A bill to sustain the economic development and recreational use of National Forest System land and other public land in the State of Montana, to add certain land to the National Wilderness Preservation System, to release certain wilderness study areas, to designate new areas for recreation, and for other purposes.
The bill’s titles are written by its sponsor.
Sponsor. Senator for Montana. Democrat.
Last Updated: Dec 18, 2010
Length: 51 pages
Dec 18, 2010
111th Congress, 2009–2010
Died in a previous Congress
This bill was introduced on December 18, 2010, in a previous session of Congress, but was not enacted.
Dec 18, 2010
Bills and resolutions are referred to committees which debate the bill before possibly sending it on to the whole chamber.
Feb 3, 2011
Reintroduced Bill — Introduced
This activity took place on a related bill, S. 268 (112th).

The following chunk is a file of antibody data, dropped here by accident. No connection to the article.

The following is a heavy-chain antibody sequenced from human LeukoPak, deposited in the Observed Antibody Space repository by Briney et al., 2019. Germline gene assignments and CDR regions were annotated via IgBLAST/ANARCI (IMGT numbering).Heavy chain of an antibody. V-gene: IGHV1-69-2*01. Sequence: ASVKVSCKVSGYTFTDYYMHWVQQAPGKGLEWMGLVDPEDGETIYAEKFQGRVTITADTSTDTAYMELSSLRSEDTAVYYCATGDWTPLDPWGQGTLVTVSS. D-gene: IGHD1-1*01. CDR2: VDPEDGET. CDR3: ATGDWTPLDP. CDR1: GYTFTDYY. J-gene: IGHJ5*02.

Dec 19, 2013
Reintroduced Bill — Ordered Reported
This activity took place on a related bill, S. 37 (113th).
S. 4049 (111th) was a bill in the United States Congress.
A bill must be passed by both the House and Senate in identical form and then be signed by the President to become law.
This bill was introduced in the 111th Congress, which met from Jan 6, 2009 to Dec 22, 2010. Legislation not enacted by the end of a Congress is cleared from the books.
How to cite this information.
We recommend the following MLA-formatted citation when using the information you see here in academic work:
Civic Impulse. (2018). S. 4049 — 111th Congress: Forest Jobs and Recreation Act of 2010. Retrieved from https://www.govtrack.us/congress/bills/111/s4049
“S. 4049 — 111th Congress: Forest Jobs and Recreation Act of 2010.” www.GovTrack.us. 2010. January 16, 2018 <https://www.govtrack.us/congress/bills/111/s4049>
|title=S. 4049 (111th)
|accessdate=January 16, 2018
|author=111th Congress (2010)
|date=December 18, 2010
|quote=Forest Jobs and Recreation Act of 2010
Where is this information from?
GovTrack automatically collects legislative information from a variety of governmental and non-governmental sources. This page is sourced primarily from Congress.gov, the official portal of the United States Congress. Congress.gov is generally updated one day after events occur, and so legislative activity shown here may be one day behind. Data via the congress project.